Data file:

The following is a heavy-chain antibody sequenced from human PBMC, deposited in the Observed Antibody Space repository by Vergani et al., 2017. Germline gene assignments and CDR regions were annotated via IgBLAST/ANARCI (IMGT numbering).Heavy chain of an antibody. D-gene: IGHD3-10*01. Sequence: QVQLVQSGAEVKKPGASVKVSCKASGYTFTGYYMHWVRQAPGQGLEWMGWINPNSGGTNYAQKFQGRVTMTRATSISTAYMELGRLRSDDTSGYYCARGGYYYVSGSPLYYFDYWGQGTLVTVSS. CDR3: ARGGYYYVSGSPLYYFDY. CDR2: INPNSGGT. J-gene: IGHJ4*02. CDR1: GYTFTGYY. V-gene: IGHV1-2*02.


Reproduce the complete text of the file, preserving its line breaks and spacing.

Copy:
The following is a heavy-chain antibody sequenced from human PBMC, deposited in the Observed Antibody Space repository by Vergani et al., 2017. Germline gene assignments and CDR regions were annotated via IgBLAST/ANARCI (IMGT numbering).Heavy chain of an antibody. D-gene: IGHD3-10*01. Sequence: QVQLVQSGAEVKKPGASVKVSCKASGYTFTGYYMHWVRQAPGQGLEWMGWINPNSGGTNYAQKFQGRVTMTRATSISTAYMELGRLRSDDTSGYYCARGGYYYVSGSPLYYFDYWGQGTLVTVSS. CDR3: ARGGYYYVSGSPLYYFDY. CDR2: INPNSGGT. J-gene: IGHJ4*02. CDR1: GYTFTGYY. V-gene: IGHV1-2*02.